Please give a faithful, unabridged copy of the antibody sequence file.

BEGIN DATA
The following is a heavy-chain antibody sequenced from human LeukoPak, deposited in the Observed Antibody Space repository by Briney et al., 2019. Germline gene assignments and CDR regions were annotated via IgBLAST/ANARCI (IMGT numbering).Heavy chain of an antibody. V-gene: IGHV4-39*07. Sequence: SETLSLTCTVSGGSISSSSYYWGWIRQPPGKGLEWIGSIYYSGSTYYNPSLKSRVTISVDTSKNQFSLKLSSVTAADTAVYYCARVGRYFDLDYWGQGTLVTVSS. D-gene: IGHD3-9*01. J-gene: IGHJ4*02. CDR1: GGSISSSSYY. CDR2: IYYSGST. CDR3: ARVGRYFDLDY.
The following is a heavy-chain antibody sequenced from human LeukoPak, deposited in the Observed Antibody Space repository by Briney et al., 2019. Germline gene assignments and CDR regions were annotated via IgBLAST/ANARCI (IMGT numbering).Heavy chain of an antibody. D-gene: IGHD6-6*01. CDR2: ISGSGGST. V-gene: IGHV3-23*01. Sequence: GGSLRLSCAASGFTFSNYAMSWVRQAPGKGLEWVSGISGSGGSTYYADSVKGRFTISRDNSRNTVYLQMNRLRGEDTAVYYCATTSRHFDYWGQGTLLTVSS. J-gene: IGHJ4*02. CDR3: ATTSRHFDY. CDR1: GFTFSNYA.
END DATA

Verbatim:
The following is a heavy-chain antibody sequenced from human LeukoPak, deposited in the Observed Antibody Space repository by Briney et al., 2019. Germline gene assignments and CDR regions were annotated via IgBLAST/ANARCI (IMGT numbering).Heavy chain of an antibody. V-gene: IGHV4-39*07. Sequence: SETLSLTCTVSGGSISSSSYYWGWIRQPPGKGLEWIGSIYYSGSTYYNPSLKSRVTISVDTSKNQFSLKLSSVTAADTAVYYCARVGRYFDLDYWGQGTLVTVSS. D-gene: IGHD3-9*01. J-gene: IGHJ4*02. CDR1: GGSISSSSYY. CDR2: IYYSGST. CDR3: ARVGRYFDLDY.
The following is a heavy-chain antibody sequenced from human LeukoPak, deposited in the Observed Antibody Space repository by Briney et al., 2019. Germline gene assignments and CDR regions were annotated via IgBLAST/ANARCI (IMGT numbering).Heavy chain of an antibody. D-gene: IGHD6-6*01. CDR2: ISGSGGST. V-gene: IGHV3-23*01. Sequence: GGSLRLSCAASGFTFSNYAMSWVRQAPGKGLEWVSGISGSGGSTYYADSVKGRFTISRDNSRNTVYLQMNRLRGEDTAVYYCATTSRHFDYWGQGTLLTVSS. J-gene: IGHJ4*02. CDR3: ATTSRHFDY. CDR1: GFTFSNYA.